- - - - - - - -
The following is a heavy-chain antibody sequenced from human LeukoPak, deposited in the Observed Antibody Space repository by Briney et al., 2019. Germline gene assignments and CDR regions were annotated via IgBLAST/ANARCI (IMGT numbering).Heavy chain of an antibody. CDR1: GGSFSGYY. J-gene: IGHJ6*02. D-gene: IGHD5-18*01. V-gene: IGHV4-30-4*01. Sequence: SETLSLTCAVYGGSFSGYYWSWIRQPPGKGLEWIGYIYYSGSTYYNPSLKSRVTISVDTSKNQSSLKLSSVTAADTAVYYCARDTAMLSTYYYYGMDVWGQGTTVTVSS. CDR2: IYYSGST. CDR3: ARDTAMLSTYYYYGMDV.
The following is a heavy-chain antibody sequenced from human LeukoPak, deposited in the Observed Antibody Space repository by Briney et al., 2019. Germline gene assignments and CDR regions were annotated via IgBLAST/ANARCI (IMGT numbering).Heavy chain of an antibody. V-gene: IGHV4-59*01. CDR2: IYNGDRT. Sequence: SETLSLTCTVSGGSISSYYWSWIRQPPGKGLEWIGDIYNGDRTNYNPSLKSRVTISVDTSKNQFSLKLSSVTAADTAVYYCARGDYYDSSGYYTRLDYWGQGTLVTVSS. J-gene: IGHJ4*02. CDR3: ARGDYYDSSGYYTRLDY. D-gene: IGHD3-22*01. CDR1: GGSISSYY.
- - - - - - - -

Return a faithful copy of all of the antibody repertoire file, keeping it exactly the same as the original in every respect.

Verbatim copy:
The following is a heavy-chain antibody sequenced from human LeukoPak, deposited in the Observed Antibody Space repository by Briney et al., 2019. Germline gene assignments and CDR regions were annotated via IgBLAST/ANARCI (IMGT numbering).Heavy chain of an antibody. CDR1: GGSFSGYY. J-gene: IGHJ6*02. D-gene: IGHD5-18*01. V-gene: IGHV4-30-4*01. Sequence: SETLSLTCAVYGGSFSGYYWSWIRQPPGKGLEWIGYIYYSGSTYYNPSLKSRVTISVDTSKNQSSLKLSSVTAADTAVYYCARDTAMLSTYYYYGMDVWGQGTTVTVSS. CDR2: IYYSGST. CDR3: ARDTAMLSTYYYYGMDV.
The following is a heavy-chain antibody sequenced from human LeukoPak, deposited in the Observed Antibody Space repository by Briney et al., 2019. Germline gene assignments and CDR regions were annotated via IgBLAST/ANARCI (IMGT numbering).Heavy chain of an antibody. V-gene: IGHV4-59*01. CDR2: IYNGDRT. Sequence: SETLSLTCTVSGGSISSYYWSWIRQPPGKGLEWIGDIYNGDRTNYNPSLKSRVTISVDTSKNQFSLKLSSVTAADTAVYYCARGDYYDSSGYYTRLDYWGQGTLVTVSS. J-gene: IGHJ4*02. CDR3: ARGDYYDSSGYYTRLDY. D-gene: IGHD3-22*01. CDR1: GGSISSYY.